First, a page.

Passage to Marseille (1944)

Passage to Marseille (1944), directed by Michael Curtiz.

The movie has several aspects, none really outstanding and together kind of confusing. Mostly it is beating the drum for the Free French allies during WW2. It also wants to tell the history of several characters, particularly Jean Matrac (Humphrey Bogart), a French journalist imprisoned before the War for opposing appeasement of the Nazis. But it has a serious (if very earnest) tone and explores the dilemma of the French, divided and conflicted during the War in ways that the other allies were not.

It is structured oddly, as a series of nested flashbacks:

After each segment they pop the stack and return to the prior level until we are back at the beginning/end again.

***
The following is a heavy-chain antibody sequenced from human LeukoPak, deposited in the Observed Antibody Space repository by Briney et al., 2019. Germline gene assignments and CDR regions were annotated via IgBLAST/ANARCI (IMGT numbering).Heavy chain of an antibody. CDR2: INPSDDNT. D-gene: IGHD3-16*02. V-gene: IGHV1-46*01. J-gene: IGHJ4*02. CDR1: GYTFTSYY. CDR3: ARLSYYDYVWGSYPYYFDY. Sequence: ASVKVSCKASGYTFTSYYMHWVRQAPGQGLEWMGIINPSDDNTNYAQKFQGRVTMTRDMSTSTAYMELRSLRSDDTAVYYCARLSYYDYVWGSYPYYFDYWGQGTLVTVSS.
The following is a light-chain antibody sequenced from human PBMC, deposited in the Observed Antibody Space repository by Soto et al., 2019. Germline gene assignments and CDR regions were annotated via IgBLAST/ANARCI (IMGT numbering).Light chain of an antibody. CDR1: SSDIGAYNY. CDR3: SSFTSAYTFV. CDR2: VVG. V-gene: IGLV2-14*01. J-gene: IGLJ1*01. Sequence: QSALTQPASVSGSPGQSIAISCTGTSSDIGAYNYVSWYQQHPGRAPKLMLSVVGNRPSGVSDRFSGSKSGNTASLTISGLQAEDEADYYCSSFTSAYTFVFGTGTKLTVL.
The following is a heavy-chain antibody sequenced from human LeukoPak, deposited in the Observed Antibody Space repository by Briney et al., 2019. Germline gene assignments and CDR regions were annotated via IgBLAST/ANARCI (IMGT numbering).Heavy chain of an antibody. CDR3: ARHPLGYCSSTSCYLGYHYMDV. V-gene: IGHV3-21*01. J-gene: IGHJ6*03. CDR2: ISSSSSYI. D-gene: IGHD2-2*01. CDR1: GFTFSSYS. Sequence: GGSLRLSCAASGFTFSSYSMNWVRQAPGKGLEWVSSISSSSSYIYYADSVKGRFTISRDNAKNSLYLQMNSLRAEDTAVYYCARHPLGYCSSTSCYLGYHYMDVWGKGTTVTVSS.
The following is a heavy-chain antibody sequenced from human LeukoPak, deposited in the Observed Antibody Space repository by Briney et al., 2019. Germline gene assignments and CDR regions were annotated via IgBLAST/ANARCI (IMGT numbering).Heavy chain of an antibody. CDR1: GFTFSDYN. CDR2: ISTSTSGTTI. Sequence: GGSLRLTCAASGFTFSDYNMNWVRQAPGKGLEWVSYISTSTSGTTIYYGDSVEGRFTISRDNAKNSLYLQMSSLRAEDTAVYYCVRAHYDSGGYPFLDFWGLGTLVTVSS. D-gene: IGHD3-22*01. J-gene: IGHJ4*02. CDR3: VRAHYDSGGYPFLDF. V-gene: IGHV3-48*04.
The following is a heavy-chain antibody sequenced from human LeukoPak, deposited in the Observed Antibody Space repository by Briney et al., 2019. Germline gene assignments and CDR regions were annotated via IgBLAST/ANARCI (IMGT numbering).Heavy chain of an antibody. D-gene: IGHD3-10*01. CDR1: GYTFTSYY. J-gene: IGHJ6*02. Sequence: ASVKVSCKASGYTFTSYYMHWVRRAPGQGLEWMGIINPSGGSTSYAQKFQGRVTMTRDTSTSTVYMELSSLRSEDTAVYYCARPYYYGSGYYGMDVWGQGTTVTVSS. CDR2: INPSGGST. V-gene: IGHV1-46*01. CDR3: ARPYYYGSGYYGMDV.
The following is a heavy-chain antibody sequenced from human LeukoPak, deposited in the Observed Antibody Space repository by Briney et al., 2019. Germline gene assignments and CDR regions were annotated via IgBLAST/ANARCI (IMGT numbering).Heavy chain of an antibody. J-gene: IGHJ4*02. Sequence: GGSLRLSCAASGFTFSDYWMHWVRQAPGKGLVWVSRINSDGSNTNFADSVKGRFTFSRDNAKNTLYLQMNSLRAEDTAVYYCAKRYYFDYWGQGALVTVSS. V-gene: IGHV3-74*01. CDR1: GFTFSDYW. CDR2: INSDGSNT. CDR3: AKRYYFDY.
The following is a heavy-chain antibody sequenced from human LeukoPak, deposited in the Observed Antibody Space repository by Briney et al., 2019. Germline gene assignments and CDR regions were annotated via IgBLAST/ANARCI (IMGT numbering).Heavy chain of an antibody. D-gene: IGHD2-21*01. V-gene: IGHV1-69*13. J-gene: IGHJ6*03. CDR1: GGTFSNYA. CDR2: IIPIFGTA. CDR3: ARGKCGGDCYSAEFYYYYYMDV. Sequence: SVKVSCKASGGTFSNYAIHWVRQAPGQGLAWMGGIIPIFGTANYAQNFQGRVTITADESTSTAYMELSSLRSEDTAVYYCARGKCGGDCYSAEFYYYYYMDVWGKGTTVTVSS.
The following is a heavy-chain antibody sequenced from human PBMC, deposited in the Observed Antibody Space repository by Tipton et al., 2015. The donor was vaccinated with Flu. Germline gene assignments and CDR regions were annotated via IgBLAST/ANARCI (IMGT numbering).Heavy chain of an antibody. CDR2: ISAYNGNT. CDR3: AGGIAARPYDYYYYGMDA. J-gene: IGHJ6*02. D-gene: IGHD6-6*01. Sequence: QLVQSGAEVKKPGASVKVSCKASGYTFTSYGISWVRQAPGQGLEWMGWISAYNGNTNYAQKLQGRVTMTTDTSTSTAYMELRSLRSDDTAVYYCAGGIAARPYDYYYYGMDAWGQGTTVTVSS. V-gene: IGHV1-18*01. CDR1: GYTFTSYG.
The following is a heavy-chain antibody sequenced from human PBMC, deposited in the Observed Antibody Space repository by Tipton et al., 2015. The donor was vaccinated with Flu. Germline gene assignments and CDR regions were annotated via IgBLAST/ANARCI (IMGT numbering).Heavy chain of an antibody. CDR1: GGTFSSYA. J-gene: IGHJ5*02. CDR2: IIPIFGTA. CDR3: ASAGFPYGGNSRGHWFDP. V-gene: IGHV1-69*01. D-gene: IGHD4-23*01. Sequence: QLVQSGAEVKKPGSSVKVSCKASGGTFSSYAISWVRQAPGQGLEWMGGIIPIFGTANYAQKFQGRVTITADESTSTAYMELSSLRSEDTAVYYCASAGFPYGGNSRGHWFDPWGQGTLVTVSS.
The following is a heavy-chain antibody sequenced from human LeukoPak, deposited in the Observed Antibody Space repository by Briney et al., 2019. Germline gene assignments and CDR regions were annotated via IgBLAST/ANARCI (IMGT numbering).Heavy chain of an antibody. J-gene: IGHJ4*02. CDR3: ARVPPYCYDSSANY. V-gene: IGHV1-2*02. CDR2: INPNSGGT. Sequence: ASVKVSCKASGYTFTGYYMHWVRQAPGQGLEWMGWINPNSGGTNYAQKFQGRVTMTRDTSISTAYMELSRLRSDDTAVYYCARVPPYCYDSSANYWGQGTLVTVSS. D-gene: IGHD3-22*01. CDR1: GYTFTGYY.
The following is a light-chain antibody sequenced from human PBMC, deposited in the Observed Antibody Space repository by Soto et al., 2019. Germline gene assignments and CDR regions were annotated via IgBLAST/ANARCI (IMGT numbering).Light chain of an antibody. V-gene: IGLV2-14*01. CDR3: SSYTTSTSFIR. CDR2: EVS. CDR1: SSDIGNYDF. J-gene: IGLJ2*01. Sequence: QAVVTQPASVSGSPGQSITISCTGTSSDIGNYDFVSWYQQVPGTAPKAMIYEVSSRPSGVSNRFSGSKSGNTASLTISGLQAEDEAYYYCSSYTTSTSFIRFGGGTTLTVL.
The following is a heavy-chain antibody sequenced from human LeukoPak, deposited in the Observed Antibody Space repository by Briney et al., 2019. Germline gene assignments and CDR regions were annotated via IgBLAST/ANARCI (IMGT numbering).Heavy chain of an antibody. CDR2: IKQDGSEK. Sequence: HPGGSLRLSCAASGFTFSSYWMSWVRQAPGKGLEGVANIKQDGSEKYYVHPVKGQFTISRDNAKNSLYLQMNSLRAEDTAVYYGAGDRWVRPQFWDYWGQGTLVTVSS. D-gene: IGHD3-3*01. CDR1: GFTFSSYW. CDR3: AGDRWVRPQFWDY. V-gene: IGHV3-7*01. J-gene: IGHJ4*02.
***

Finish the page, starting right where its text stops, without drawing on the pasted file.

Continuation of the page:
(An aside: Stanislaw Lem had a short story with this repeated stacking motif which ends before the levels are fully unwound, which is disorienting. Shakespeare did the same in one of his plays; I will leave which one as an exercise for the reader).

The production uses much model work. There is an exciting climax where the steamer is attacked by a bomber. Bogart scandalously machine-guns downed German fliers in the water.

In a romantic bit he drops messages to his wife when he flies over her village. The final scene is especially cloying.

In some ways it is a Casablanca (1942) reunion: Curtiz, Bogart, Rains, Lorre, Greenstreet. And another Max Steiner score.

Written by Nordhoff & Hall, more famous for Mutiny on the Bounty.